The term “Slave Leia” is frequently thrown around certain parts of the internet. Still, there are likely many people not familiar with this term. Generally speaking, “Slave Leia” refers to the character of Leia Organa during the second half of Act One of Star Wars: Return of the Jedi and any depictions (including cosplay, or costume-play, of this costume). Nobody seems quite sure where the name originated (the earliest name that I can find for it is “Jabba's Prisoner”), but it has largely become a cosplay movement. It is very rare that a Science Fiction or pop culture convention with wide attendance will pass without one to two dozen attendees, male or female, donning the metal bikini for some stretch of time.
Why is this? At first glance, there is nothing remarkable about this costume. Many film, television, comic, and video game costumes have similarly revealing costumes, yet this one stands out to us. Why do people choose this costume? What reasons could they have? More well than you can imagine.
Let me start with the obvious, and the not-so-obvious attached to it. Jabba the Hutt, the notious gangster of Return of the Jedi, chose this costume for its sexuality. In many parts of the world, Leia's metal outfit is as little clothing as a woman can wear in public – particularly to avoid a PG-13 or higher rating. Cosplay – both on holidays such as Halloween and at conventions – is often seen as a time to relax those standards. A person is less likely to be judged for wearing a Slave Leia costume at Comic-Con or a sexy nurse costume on Halloween than they would be wearing similarly revealing clothing at the mall.
But there is more to that, too. Not only are you less likely to be judged for showing skin in the first place, but in many cases, it provides a safe zone around the nature of the body itself. Society can sometimes be a difficult place for those who do not match stringent and fickle expectations about what the ideal body is and about what those who don't have one are allowed to wear. Most of it is complete rubbish (Give me a break; I'm trying to keep it PG and at least I refrained from using “balderdash” or “poppycock”) but that doesn't prevent people from believing it at least some of the time.
The widespread knowledge of the Slave Leia costume provides some protection from this. It is a standard costume and a natural thing to wear, much like a speedo for the swim team or shorts for the track team. It's almost a uniform, placing the wearer in a group where being proud to represent your team replaces feelings of shame about those love handles you just can't get rid of. While this does not prevent the worst abusers from coming forward, it does allow for some measure of peace where there otherwise may be none. The costume may not place you in 1983 Carrie Fisher's skin, but it is the next best thing.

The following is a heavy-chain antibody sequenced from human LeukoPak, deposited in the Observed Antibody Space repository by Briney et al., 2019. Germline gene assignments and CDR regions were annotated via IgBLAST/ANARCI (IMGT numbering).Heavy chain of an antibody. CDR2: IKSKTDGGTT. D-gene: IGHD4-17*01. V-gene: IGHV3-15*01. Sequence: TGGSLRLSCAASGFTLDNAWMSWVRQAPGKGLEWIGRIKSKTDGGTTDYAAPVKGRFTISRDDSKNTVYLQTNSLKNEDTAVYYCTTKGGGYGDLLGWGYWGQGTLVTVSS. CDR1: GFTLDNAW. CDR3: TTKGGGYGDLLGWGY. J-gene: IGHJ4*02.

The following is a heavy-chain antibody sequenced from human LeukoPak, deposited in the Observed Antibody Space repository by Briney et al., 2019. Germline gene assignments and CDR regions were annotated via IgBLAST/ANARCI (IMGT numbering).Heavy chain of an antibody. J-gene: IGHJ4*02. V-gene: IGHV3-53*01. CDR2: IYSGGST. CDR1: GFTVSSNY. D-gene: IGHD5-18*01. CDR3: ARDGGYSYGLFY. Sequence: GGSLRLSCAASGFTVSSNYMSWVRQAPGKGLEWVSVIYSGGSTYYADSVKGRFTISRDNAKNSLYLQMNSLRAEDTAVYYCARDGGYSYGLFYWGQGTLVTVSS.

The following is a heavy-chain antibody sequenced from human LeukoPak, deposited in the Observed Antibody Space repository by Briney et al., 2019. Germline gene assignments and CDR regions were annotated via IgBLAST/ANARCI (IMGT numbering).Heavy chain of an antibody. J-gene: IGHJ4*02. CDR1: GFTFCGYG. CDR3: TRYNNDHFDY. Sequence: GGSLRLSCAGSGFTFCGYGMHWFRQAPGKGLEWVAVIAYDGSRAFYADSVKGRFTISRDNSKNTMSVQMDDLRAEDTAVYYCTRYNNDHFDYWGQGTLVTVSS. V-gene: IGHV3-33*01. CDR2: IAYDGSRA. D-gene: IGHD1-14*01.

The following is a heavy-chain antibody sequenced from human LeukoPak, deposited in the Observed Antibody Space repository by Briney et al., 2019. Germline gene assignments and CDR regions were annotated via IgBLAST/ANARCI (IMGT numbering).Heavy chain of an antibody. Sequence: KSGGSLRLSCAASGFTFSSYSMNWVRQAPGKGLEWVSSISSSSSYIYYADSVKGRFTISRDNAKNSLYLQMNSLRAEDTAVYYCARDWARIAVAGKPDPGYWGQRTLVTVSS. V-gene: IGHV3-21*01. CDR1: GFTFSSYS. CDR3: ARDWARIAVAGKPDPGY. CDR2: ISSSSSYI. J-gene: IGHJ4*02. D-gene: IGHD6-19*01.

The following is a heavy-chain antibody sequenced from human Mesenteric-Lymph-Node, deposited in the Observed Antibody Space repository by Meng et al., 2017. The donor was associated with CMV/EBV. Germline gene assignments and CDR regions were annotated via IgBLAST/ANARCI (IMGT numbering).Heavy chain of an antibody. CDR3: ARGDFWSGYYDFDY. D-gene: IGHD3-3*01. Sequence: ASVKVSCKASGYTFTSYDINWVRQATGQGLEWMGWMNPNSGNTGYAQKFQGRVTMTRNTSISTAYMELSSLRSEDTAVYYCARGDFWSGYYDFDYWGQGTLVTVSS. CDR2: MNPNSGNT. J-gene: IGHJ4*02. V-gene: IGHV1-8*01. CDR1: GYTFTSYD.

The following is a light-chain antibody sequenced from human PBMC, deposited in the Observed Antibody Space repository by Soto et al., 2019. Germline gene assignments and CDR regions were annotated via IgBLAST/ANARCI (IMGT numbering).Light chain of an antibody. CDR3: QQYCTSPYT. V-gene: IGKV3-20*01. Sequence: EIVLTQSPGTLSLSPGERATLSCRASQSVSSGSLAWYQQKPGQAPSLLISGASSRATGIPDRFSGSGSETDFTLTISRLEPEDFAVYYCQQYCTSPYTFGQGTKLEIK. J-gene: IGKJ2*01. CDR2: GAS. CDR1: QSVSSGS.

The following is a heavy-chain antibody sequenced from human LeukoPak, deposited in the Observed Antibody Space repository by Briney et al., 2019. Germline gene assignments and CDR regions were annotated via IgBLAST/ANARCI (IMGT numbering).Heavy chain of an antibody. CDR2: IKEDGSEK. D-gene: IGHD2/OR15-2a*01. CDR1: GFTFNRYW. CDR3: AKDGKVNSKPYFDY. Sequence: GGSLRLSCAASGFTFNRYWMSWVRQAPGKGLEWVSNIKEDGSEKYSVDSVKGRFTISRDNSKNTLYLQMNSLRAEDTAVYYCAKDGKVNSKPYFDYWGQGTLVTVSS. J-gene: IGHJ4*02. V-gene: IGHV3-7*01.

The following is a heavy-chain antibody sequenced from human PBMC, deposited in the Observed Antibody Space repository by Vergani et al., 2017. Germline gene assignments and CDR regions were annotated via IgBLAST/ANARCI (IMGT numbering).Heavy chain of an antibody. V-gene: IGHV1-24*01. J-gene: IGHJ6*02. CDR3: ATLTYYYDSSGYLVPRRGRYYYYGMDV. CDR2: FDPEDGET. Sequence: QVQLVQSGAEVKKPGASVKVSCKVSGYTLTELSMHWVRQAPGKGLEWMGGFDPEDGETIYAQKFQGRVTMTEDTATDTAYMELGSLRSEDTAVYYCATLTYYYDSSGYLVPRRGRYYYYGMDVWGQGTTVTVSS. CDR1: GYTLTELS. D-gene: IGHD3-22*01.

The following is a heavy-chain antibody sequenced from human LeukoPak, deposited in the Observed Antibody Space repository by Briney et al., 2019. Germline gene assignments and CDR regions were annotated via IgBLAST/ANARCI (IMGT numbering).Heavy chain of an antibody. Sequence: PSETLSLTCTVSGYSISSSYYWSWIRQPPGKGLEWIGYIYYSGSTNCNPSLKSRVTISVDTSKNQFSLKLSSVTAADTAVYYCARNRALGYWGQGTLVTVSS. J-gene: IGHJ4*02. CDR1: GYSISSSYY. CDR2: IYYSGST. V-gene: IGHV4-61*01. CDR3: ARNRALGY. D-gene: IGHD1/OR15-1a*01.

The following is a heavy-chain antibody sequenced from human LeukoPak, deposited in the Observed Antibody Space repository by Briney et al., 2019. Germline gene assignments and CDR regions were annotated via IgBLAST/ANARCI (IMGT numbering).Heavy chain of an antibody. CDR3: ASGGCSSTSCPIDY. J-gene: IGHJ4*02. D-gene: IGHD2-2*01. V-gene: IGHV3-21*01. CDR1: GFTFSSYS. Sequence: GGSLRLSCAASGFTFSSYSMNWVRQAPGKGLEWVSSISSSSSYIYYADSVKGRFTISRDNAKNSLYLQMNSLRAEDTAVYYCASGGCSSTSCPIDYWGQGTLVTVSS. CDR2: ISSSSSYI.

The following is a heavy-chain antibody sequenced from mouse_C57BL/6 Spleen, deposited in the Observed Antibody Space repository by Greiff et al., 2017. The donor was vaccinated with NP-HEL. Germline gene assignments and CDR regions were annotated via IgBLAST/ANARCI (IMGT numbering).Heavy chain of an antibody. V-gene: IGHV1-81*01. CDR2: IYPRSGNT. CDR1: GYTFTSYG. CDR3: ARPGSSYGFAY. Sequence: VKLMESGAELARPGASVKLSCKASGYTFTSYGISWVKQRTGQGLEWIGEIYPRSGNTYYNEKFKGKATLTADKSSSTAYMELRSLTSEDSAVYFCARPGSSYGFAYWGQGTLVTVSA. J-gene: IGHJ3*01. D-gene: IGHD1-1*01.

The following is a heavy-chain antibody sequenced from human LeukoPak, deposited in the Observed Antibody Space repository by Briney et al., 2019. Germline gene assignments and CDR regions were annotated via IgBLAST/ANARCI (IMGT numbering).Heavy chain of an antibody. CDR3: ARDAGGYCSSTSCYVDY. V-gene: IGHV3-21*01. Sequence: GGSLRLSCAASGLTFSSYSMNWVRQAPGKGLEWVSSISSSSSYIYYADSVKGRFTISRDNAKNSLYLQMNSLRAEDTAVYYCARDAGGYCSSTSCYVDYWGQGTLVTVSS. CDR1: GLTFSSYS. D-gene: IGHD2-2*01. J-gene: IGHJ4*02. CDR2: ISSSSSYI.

This measure of peace runs deeper than just the willingness to show more skin than you might be comfortable with otherwise. Whether as a way for a woman to assert sexual independence, a means to demonstrate pride in your body, or a way to overcome your insecurities by facing them head on, the cultural phenomenon of Slave Leia gives you an outlet. While many young girls have begun their cosyplay in the pure and virginal white dress of Leia in A New Hope, some will find the next stage of their growth once they'd rather kiss a Wookiee to be the bikini, and the fact that these represent different stages of a heroine says a lot in a society that still feels the urge to tell youg women to cover up when their bare shoulders may entice the Jabbas around them. Even if many – even most – of the male Leias at a convention wear the costume ironically, it is still a statement that they are more comfortable with their own body than I am.
There are a lot of reasons that somebody might choose to wear a Slave Leia costume, with the only compelling reason not to being that the person does not want to. Keeping up so far? Great, kid; don't get cocky. This article has addressed the aspects of Slave Leia relating to the fact that it is a popular costume from a well-known franchise, but there is more to it than that. I talk about how the Slave Leia costume tells a story that makes it one of the sexiest thing in Star Wars on my personal blog here.